Come From Away poster

Come From Away

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What it’s about:

It’s the filmed version of the Broadway musical Come From Away, based on the true story of a small Canadian town that took in around 7,000 stranded airplane passengers following the terrorist attacks on 9/11.

Names you might know:

If you’re familiar with the Broadway production you should recognize some of the faces in the cast, including Jenn Colella, who was nominated for a Tony award for her performance. Christopher Ashley, who won the Tony for his direction of the musical, also directs the film.

Why it’s worth your time:

If you’re feeling tragedy fatigue after all the news coverage of the 20th anniversary of the 9/11 terrorist attacks, this uplifting production will restore your faith in humanity. It’s still packs an emotional punch, though, so keep the tissues handy.

To expand a bit on the plot synopsis, with American airspace closed in the immediate aftermath of the attacks, the Gander airport—once the largest airport in the world—became an alternate destination for 38 diverted planes carrying about 7,000 passengers from all around the globe. The population of the small town in Newfoundland, Canada almost doubled overnight, and the townspeople immediately went to work to find the displaced “plane people” food and shelter for what would turn out to be five extraordinary days. But they didn’t just provide for those basic needs; they offered so much more—hospitality, compassion, kindness, and comfort in a strange and stressful situation.

The musical’s origins actually date back to the 10th anniversary of the attacks, when married writing-composing team Irene Sankoff and David Hein traveled to Gander to attend a reunion celebration. They interviewed many of the townspeople and passengers about their experiences during that time. Afterwards, Sankoff and Hein incorporated their true and fascinating stories into the stage show Come From Away, which opened on Broadway in 2017. Now, as we commemorate the 20th anniversary, Apple TV+ has released a filmed version, so you don’t have to visit a theater to experience this moving, well-crafted show (though I still highly recommend it if you ever have the chance).

Befitting the theme, Come From Away opens with a welcoming song that illustrates the spirit of Newfoundland, an island populated by proud, resilient, hospitable folks. We meet several Gander residents—the mayor, the town constable, a teacher, a news reporter on her first day, and others—as they go about their ordinary routines. They soon learn that the day is anything but ordinary, as the shocking news breaks over the radio. Notably, the show doesn’t directly mention the terrorist attacks themselves, but the subtext is immediately clear.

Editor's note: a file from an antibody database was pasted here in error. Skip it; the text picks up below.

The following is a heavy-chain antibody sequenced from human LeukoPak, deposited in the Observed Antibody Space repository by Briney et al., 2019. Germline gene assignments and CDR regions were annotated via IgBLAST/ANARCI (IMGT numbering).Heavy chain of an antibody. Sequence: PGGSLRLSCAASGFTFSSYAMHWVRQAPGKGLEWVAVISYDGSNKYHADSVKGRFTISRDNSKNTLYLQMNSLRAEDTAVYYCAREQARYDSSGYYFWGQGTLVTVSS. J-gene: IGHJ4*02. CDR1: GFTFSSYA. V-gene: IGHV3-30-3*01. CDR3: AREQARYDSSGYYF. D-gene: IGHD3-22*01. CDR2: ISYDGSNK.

That subtext carries over to the simple stage design as well, a framework of rustic wood and trees, with two prominent broken trunks situated upstage left, symbolizing the twin towers. A few wooden tables and chairs—seamlessly moved around by the cast—become a bar, or a bus, or an airplane, as needed. It’s the kind of stagecraft that could be lost in a film adaptation, so it’s nice to see that preserved here by the show’s original director, Christopher Ashley. The new production also has some interesting camera angles and movements that you wouldn’t get from a theater seat, like shots from above or out into the audience, which make it much more than just a filmed version of a stage show.

The cast of 12 terrific and versatile actors feels much larger than it is, and they all look like real people you might pass on the street. Each one has a complicated and intricate track, taking on multiple roles of townspeople, passengers, and flight crew. With a quick change of a hat or a jacket, they transform before our eyes through a bit of stage magic and the willing suspension of disbelief. This is an ensemble show, with no stars or lead characters, but if there is a standout among the cast it’s Jenn Colella, who takes on the role of Beverley Bass, one of the pilots forced to land in Gander that day. As we learn from her soaring number (pun intended) “Me and the Sky,” Bass rose through the ranks to become the first female pilot in American Airlines history and took the attack very personally. Her passion is palpable in every note. The song’s climax never fails to choke me up, but it’s just one of many such moments in the show.

Yes, there are tearful moments, but there are also flashes of joy, laughter, human connection, and a whole heap of genuine charm. This show will make you feel so many things, but most of all it made me feel grateful that it will now reach a bigger audience through Apple’s streaming platform.

The takeaway:

The filmed version of Come From Away manages to capture everything that was great about the stage show, and even adds to it. If you want to commemorate 9/11 but all the coverage is getting you down, this should lift your spirits and renew your hope.

Watch it with:

You don’t have to like musicals to appreciate the emotional messages in the show, but it certainly helps. The few instances of profanity (an F-bomb or two) have been censored for the streaming version, so it’s safe to watch with the kiddos.

Worth noting:

This production was originally supposed to be staged for filming on location in Gander before an audience of the very people it’s about, but that plan had to be scrapped due to Covid-19 restrictions. Instead, it was filmed live on Broadway before an audience of 9/11 survivors and first responders. Also, stick around as the credits roll for some photos of the cast members alongside the real-life people they portray.

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